For the sake of ourselves, let’s accept that we all go through this feeling of swimming in a pool of void. We tend to concede in fear, before we have any energy left for the good things that matter. Having this instinct means that about 60% of the time, we see the glass half-empty, and look for confirmation that we suck. It’s too much to accept that we are overwhelmingly capable of changing the world.
So many of us naturally deny that we have a problem that we now wear it as a badge of honor. The more anxious we are, the more we must convince ourselves we don’t have a problem.
This discordant zest for choking on our fear than speaking out is what gives us artists a loophole. Where we go out or lock ourselves in for days and just create (or procrastinate). What we really do is question the following:
What if I can’t come up with any good ideas?
What if I waste these expensive materials on something that goes nowhere?
Do I need to buy a better gear to get better pictures?
What if it’s not worth it?
Am I charging too much? Am I charging too less?
How can I outdo myself this time?
Why did I buy so many similar looking props?
Am I good enough?
Does this look similar to someone else’s work?
What the hell? Am I swimming in the void again?
The day is almost over.
Fear is relentless with criticism and disapproving attitude. Those negative voices are a part of our brain that’s wired for survival. Instead of grabbing a self-help book and master the art of not giving a f**k, use some and put that energy into learning about your problem. It could be anxiety, bi-polar disorder or panic attacks. LEARN. After (somewhat) focusing on the above mentioned, I have been adamant on pushing myself to do these new mental exercises. I came across these while swimming around in the pool, but, with a purpose to get better.
GREET FEAR LIKE AN OLD FRIEND
It’s natural to feel fear, and apprehension when you’re staring at a blank canvas/page hoping for a magical idea to pop out. Remember, resisting anxiety takes more energy than accepting and working with it. Acknowledge your darkest thoughts with a warm hug and work your way through each doubt that is stopping you to reach your maximum potential.
While you are in the zone of critical thinking and self-analysis, make the most of it by writing it down. Journal. Paint. Write a few sentences, scratch everything and then start over. The best ideas are often the ones that struck you the first time around, the second time is merely an imitation. So, don’t wander away telling yourself that maybe you need a break. Don’t go for a walk or watch a movie to ‘get inspired’ at that time. Sometime, you can do that, you’re only human. But Sometimes, suck it up and push yourself. Fill that void with something you genuinely enjoy doing. It doesn’t have to be good enough, but just enough to keep yourself going.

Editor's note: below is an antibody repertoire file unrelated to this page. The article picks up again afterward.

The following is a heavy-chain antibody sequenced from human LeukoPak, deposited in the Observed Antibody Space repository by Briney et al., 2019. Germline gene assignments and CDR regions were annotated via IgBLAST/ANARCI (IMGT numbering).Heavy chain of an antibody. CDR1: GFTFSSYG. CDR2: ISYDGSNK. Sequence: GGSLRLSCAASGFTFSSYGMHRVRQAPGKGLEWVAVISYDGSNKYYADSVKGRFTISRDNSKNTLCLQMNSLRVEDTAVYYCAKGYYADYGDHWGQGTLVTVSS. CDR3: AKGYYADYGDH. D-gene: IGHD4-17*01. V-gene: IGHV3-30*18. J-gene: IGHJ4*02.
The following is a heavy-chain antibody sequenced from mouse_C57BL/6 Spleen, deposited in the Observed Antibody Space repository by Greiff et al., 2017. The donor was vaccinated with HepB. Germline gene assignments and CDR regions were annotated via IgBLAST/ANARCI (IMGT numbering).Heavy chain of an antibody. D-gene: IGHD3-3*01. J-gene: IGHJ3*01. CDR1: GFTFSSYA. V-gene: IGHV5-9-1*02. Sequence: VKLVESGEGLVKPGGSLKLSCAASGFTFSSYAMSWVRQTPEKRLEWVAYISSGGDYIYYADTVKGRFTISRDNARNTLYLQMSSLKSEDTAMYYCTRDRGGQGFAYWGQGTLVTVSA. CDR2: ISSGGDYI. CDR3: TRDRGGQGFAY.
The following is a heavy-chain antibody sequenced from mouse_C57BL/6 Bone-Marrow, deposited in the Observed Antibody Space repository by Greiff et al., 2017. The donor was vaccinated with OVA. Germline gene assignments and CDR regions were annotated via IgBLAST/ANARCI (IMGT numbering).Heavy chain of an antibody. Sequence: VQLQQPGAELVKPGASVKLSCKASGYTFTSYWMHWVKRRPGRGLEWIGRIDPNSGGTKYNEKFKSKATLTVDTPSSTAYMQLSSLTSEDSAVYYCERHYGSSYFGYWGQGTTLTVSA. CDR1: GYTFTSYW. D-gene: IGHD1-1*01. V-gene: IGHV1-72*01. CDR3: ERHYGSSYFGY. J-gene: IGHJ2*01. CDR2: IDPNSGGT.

PROCRASTINATE WITH PURPOSE
Procrastination is just anxiety with a bad rap.
We procrastinate to make space between decisions. When you feel like you need to flee, permit yourself to do so! But, put a time limit on it so you won’t fall into the deep wave of web surfing or “researching”
Step away from the screen, take two minutes to just sit down and breathe. I was reluctant at first, but it does help boost your productivity. I keep a bunch of my favorite books, (and chamomile tea) handy so that I can turn my procrastination breaks into inspiration interludes. Books can be a breath of fresh air, also, try to keep the page flipping to a minimum. This is to give you an energetic supercharge, not necessarily an idea for your project.
SPEND ONLY 20 MINUTES TO MAKE A DECISION
It may sound peculiar, but it sounds like great advice that some guy acquired from his professor, and he is not wrong. It is easier to make excuses for not moving ahead. Practicing this one builds your “creative risk muscle” and makes taking risks easier over time.
It also helped me procrastinate less, and think more productively about the activities based on the decision made.
This is huge. Start using it today.
FEAR > TAKING RISKS
Fear of rejection, fear of failing, mediocrity, disappointment and fear of going broke from expensive art supplies, materials, gears and props that yield no profit, keep us in a holding pattern. You may even have your very own pinhole camera built from scratch, or an expensive paper or an accessory that you just had to buy for yourself.
Creative people need to collect beautiful things! – remember this.
Although, no one talks about the giant and silent fear that resides within us, about acknowledging ourselves. Each time fear repels you away from a great assignment/decision, consider that you are running away from your potential and success.
I know it sounds ludicrous, but,
we are more terrified of our success than of our failure.
Creativity is like that old joke: Adam says to Eve,
“Stand back Eve… I don’t know how big this thing’s going to get!”
When you become afraid of your enormous potential, excited by the vast possibilities before you, know that you are about to make something that never existed before and when you do –
Breathe it in and acknowledge what is new.
While on your way to finding your true ikigai, appreciate the idea that process is the key to happiness here; you must stay on the road of the process long enough to see where it can lead you.
Feel better and brighter,